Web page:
Tony Blair has vowed not to retreat to a "political comfort zone" but hinted that he will make concessions to ensure Labour MPs approve his schools reforms.
At his final Downing Street press conference of the year, the Prime Minister admitted he was "battling on all fronts" on education, health, welfare and pensions. Urging Labour not to panic about the Tories' lead in the opinion polls, he said his party was still setting the political agenda.
His public determination to force through plans to hand individual schools more freedom masked what is likely to be a tactical retreat to head off a rebellion by Labour MPs over the Education Bill in February.
Ministers admit the Government will have to amend its plans on school admissions in order to avoid relying on Tory support to get the Bill passed, which could hasten Mr Blair's departure from Number 10.
The Prime Minister insisted his plans "specifically forbid a return to selection" by academic ability. He said a third of all schools - foundation and voluntary-aided ones - were already able, in effect, to act as their own admissions authorities. The Bill would extend that to other schools.
Mr Blair said: "We have got to find a way of making people understand it is no part of our desire to go back to selection. That is the very thing we have stood out against." He may give the admissions code statutory backing to reassure critics.
The Prime Minister rejected remarks by his deputy John Prescott that Labour was always at its best when fighting a class war. "I don't think anybody in the Labour Party is interested in doing that," he said. But he acknowledged that Mr Prescott, who criticised the schools proposals in a newspaper interview last weekend, had "articulated the concerns that many people have".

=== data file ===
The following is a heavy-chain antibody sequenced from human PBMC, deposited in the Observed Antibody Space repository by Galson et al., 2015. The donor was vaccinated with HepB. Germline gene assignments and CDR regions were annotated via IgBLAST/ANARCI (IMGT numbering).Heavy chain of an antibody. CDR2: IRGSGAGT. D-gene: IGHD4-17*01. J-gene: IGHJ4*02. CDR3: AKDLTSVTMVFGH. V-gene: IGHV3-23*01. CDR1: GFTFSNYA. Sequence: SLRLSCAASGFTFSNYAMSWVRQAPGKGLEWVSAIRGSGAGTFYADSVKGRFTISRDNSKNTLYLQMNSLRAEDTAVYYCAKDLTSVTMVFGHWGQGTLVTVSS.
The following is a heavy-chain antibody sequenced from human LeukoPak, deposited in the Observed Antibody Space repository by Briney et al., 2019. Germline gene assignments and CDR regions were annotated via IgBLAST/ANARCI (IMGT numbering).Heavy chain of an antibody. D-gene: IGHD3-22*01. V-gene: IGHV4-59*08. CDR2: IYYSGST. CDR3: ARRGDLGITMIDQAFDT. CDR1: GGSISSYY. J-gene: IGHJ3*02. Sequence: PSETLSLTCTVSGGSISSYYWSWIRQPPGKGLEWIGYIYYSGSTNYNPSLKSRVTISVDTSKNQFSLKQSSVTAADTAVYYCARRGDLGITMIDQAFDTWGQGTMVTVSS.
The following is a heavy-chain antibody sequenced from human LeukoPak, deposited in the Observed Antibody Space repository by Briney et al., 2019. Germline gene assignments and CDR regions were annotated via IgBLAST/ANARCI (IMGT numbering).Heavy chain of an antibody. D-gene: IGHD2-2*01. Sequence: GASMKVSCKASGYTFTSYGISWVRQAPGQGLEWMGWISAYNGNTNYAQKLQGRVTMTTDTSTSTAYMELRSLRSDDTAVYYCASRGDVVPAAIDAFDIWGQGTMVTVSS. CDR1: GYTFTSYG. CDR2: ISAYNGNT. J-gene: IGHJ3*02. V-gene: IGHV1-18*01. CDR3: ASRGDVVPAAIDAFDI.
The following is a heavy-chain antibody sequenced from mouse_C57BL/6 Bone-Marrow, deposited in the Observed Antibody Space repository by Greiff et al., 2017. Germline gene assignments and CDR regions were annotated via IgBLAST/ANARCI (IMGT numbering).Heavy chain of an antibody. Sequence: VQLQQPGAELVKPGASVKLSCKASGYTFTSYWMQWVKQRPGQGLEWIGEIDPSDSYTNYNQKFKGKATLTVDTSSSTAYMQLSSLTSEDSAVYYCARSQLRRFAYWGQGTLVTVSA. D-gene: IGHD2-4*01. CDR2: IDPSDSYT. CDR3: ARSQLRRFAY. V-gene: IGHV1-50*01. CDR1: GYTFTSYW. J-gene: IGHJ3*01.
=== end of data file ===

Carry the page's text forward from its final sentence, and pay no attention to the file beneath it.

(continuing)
Mr Blair raised the prospect that Labour MPs might be allowed a free vote on whether to ban smoking in all pubs, rather than only those serving food. He said smoking was a unique issue.
He conceded that times were "tough" and that he was under attack from both the left and right. But he played down the threat from David Cameron, the new Tory leader. "What's the big idea coming from the Conservative Party? To try and become more like New Labour," he said.
Urging his party not to vacate the political centre ground, he said: "What's coming towards us is actually a very simple political challenge. Do you stick as New Labour or, at the very time when others are trying to become like us, do you vacate the ground and give it to somebody else?"
On the EU, Mr Blair denied the Treasury was "equivocating" over the deal on the budget agreed at last week's Brussels summit. He said the cuts in Britain's rebate on its EU contributions had been backloaded towards the end of the 2007-13 funding period to ease the burden in the early years, and that a one-off payment for new member states would cost Britain more.
Mr Blair ruled out an inquiry into allegations that the CIA has used British airports and airspace to transport prisoners to countries where they may be tortured. He said he had no evidence anything illegal had taken place and did not want to "add fuel" to stories about the practice known as "extraordinary rendition".